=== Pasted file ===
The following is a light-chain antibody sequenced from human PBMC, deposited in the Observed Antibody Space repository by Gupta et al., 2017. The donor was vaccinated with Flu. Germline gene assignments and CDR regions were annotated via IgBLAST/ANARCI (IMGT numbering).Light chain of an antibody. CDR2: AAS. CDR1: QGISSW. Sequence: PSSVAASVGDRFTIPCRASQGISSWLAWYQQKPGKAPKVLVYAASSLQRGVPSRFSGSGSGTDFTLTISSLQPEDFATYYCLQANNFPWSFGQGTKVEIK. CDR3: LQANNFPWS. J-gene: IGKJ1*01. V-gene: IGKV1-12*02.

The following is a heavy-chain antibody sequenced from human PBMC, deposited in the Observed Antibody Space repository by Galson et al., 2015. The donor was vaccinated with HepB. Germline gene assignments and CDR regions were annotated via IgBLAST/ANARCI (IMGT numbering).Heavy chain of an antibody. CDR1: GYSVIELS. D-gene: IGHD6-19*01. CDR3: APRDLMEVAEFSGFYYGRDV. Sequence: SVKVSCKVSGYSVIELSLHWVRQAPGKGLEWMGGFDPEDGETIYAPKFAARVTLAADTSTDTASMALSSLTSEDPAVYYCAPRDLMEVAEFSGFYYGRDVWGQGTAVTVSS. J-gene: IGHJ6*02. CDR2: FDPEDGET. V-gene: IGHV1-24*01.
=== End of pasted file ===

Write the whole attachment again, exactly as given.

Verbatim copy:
The following is a light-chain antibody sequenced from human PBMC, deposited in the Observed Antibody Space repository by Gupta et al., 2017. The donor was vaccinated with Flu. Germline gene assignments and CDR regions were annotated via IgBLAST/ANARCI (IMGT numbering).Light chain of an antibody. CDR2: AAS. CDR1: QGISSW. Sequence: PSSVAASVGDRFTIPCRASQGISSWLAWYQQKPGKAPKVLVYAASSLQRGVPSRFSGSGSGTDFTLTISSLQPEDFATYYCLQANNFPWSFGQGTKVEIK. CDR3: LQANNFPWS. J-gene: IGKJ1*01. V-gene: IGKV1-12*02.

The following is a heavy-chain antibody sequenced from human PBMC, deposited in the Observed Antibody Space repository by Galson et al., 2015. The donor was vaccinated with HepB. Germline gene assignments and CDR regions were annotated via IgBLAST/ANARCI (IMGT numbering).Heavy chain of an antibody. CDR1: GYSVIELS. D-gene: IGHD6-19*01. CDR3: APRDLMEVAEFSGFYYGRDV. Sequence: SVKVSCKVSGYSVIELSLHWVRQAPGKGLEWMGGFDPEDGETIYAPKFAARVTLAADTSTDTASMALSSLTSEDPAVYYCAPRDLMEVAEFSGFYYGRDVWGQGTAVTVSS. J-gene: IGHJ6*02. CDR2: FDPEDGET. V-gene: IGHV1-24*01.